The Federal Aviation Administration has announced additional actions to ensure that Boeing 737-9 MAX aircraft are safe, informing Boeing it will not grant any production expansion of the MAX, including the 737-9 MAX until further notice. The quality assurances the FAA has seen are “unacceptable,” the agency said.
This action comes on top of the FAA’s investigation and ramped up oversight of Boeing and its suppliers. Aviation experts have linked the troubles Boeing is having to its increasing outsourcing of its manufacturing processes, which have driven up profits.
On Jan. 5, a 737-9 MAX aircraft being operated by Alaska Airlines suffered a door-panel blow-out as it climbed out of Portland on its way to Ontario, Calif. All on board made it back to terra firma, but several lawsuits have since been filed against Alaska Airlines and Boeing.
Alaska Airlines is especially hurt by the quality issues at Boeing because the company flies so many of the 737s and had recently purchased 65 of the 737-9 MAX models. Boeing is the only major U.S.-based aircraft manufacturer. The industry is nearly a duopoly, with European-based Airbus the top aircraft manufacturer in the world, and Boeing in second place.
The FAA this week also approved a thorough inspection and maintenance process that must be performed on each of the grounded 171 Boeing 737-9 MAX aircraft. Upon successful completion, the aircraft will be eligible to return to service.
Alaska Airlines said its inspections of its planes started this week and all 65 of the 737-9 MAX aircraft should be ready to fly by the end of this week. A 737-9 has taken off from Seattle for San Diego on Friday and landed safely.
“We grounded the Boeing 737-9 MAX within hours of the incident over Portland and made clear this aircraft would not go back into service until it was safe,” FAA Administrator Mike Whitaker said. “The exhaustive, enhanced review our team completed after several weeks of information gathering gives me and the FAA confidence to proceed to the inspection and maintenance phase.
On Thursday, Boeing announced it was having a “stand down for safety” day-long event.
About 10,000 737 program employees on two shifts paused airplane manufacturing for a mandatory working session focused on quality and safety, the company said.
“In the coming weeks, Quality Stand Downs will take place for the Renton factory third shift and at other Commercial Airplanes sites,” Boeing said.
“Stand downs are common practice in heavy manufacturing, most often focused on worker safety. While Boeing has held stand downs previously, this was the first time Boeing has paused airplane production for an entire day with a stand down to focus on quality and safety,” Boeing said.
FAA Administrator Whitaker indicated that trust will take more than a stand down: “However, let me be clear: This won’t be back to business as usual for Boeing. We will not agree to any request from Boeing for an expansion in production or approve additional production lines for the 737 MAX until we are satisfied that the quality control issues uncovered during this process are resolved.”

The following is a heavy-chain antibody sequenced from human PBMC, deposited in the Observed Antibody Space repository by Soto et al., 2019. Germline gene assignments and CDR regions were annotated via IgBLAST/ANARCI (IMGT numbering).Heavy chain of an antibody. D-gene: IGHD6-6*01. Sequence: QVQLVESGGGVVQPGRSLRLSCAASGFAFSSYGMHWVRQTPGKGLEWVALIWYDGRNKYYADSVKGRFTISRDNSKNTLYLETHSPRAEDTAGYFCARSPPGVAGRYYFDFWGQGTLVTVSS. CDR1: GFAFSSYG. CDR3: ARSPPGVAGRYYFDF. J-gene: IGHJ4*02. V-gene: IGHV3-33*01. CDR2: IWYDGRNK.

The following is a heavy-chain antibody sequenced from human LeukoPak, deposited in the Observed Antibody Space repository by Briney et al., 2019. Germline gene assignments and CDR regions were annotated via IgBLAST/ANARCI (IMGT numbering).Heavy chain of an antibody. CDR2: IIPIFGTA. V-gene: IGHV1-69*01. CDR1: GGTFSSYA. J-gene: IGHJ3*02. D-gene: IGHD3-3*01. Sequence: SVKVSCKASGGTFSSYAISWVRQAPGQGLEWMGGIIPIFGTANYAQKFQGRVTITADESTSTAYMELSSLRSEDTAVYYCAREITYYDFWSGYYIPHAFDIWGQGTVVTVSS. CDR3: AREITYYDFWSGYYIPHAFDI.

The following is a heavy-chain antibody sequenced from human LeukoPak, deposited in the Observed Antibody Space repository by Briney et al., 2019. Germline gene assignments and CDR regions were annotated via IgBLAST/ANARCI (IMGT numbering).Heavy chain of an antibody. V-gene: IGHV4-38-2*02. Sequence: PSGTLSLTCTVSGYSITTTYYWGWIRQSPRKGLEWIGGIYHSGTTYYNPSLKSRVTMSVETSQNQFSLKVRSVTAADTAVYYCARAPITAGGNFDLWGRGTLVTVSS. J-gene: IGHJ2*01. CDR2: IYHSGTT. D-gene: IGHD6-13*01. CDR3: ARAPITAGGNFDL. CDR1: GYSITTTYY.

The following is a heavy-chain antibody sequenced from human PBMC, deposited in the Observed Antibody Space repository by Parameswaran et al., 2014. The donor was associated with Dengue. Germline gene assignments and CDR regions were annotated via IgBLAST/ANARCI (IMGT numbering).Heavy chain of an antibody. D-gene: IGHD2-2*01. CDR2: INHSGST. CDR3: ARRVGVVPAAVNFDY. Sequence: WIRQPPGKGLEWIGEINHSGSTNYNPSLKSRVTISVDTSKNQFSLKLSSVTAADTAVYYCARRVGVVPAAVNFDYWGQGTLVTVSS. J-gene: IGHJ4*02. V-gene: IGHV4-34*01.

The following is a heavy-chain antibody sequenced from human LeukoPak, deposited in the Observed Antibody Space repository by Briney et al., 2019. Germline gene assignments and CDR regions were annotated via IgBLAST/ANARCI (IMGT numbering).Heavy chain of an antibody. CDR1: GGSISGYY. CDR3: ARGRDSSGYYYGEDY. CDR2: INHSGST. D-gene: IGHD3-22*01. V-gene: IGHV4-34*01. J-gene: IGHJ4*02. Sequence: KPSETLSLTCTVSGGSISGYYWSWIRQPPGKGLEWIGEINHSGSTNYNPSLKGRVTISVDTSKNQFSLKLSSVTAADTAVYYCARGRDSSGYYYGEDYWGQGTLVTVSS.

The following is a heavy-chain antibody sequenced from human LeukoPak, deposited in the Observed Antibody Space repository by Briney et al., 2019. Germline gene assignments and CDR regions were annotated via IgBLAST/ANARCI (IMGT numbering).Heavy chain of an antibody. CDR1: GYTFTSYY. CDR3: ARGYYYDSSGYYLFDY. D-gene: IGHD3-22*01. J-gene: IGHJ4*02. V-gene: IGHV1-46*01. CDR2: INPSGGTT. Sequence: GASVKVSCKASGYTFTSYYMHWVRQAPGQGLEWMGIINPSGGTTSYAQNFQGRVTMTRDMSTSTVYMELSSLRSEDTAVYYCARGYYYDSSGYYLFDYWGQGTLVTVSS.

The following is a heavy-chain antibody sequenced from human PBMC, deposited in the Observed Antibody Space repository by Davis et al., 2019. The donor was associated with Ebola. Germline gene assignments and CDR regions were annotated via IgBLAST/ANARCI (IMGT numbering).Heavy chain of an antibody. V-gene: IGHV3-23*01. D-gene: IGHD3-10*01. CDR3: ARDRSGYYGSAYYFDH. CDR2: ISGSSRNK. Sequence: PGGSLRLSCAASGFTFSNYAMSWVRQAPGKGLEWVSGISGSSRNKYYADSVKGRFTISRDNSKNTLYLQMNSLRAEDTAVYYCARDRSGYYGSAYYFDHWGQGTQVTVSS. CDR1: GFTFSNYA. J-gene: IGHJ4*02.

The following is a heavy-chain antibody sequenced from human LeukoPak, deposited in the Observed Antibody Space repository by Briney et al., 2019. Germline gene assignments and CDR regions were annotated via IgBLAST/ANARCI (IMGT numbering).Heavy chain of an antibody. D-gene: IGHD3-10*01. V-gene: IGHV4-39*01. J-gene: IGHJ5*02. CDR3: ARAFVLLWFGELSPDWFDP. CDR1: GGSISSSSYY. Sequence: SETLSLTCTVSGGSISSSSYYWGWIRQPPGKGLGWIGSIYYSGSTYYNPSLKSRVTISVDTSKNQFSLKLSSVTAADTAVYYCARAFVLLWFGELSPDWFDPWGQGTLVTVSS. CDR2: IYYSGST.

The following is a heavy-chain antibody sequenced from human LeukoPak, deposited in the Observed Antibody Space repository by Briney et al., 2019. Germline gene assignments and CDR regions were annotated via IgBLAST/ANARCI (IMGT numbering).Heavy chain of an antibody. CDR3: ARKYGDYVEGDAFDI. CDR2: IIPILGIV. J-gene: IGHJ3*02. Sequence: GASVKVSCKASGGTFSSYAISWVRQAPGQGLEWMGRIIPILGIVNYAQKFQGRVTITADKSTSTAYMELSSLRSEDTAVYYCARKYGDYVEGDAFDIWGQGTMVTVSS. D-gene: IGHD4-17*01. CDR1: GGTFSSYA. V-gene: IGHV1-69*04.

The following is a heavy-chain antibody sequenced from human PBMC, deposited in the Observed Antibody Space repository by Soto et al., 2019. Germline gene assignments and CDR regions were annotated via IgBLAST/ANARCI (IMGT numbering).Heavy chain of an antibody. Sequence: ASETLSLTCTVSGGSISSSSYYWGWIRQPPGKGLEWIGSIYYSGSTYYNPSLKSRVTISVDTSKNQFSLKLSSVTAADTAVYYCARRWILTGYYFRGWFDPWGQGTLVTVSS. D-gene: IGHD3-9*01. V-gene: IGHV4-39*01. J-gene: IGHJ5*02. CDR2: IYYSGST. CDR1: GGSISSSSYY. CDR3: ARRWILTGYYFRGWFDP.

The FAA also convened a Corrective Action Review Board, made up of safety experts who scrutinized and approved the inspection and maintenance process.
Following the completion of the enhanced maintenance and inspection process on each aircraft, the door plugs on the 737-9 MAX will be in compliance with the original design, which is safe to operate.
“This aircraft will not operate until the process is complete and compliance with the original design is confirmed,” the FAA said.
The enhanced maintenance process requires:
- – An inspection of specific bolts, guide tracks and fittings
- – Detailed visual inspections of left and right mid-cabin exit door plugs and dozens of associated components
- – Retorquing fasteners
- – Correcting any damage or abnormal conditions
After grounding the Boeing 737-9 MAX aircraft shortly after the Jan. 5 incident, the FAA has laid out a series of actions to increase oversight of Boeing’s production lines.
“The quality assurance issues we have seen are unacceptable,” Whitaker said. “That is why we will have more boots on the ground closely scrutinizing and monitoring production and manufacturing activities.”
Increased oversight activities include:
- – Capping expanded production of new Boeing 737 MAX aircraft to ensure accountability and full compliance with required quality control procedures.
- – Launching an investigation scrutinizing Boeing’s compliance with manufacturing requirements. The FAA will use the full extent of its enforcement authority to ensure the company is held accountable for any non-compliance.
- – Aggressively expanding oversight of new aircraft with increased floor presence at all Boeing facilities.
- – Closely monitoring data to identify risk
- – Launching an analysis of potential safety-focused reforms around quality control and delegation.
In addition, the FAA is looking into Boeing’s safety culture.
“In early 2023, the FAA convened 24 experts to review Boeing’s safety management processes and how they affect Boeing’s safety culture. The FAA expects the report within weeks. The results of the Boeing Safety Culture Review report will also inform the agency regarding future action. The review panel included representatives from NASA, the FAA, labor unions, independent engineering experts, air carriers, manufacturers with delegated authority, legal experts and others. The panel has been reviewing thousands of documents, interviewed more than 250 Boeing employees, managers, and executives, Boeing supplier employees, and FAA employees and visited several Boeing sites as well as Spirit AeroSystems’ facility in Wichita,” the FAA said.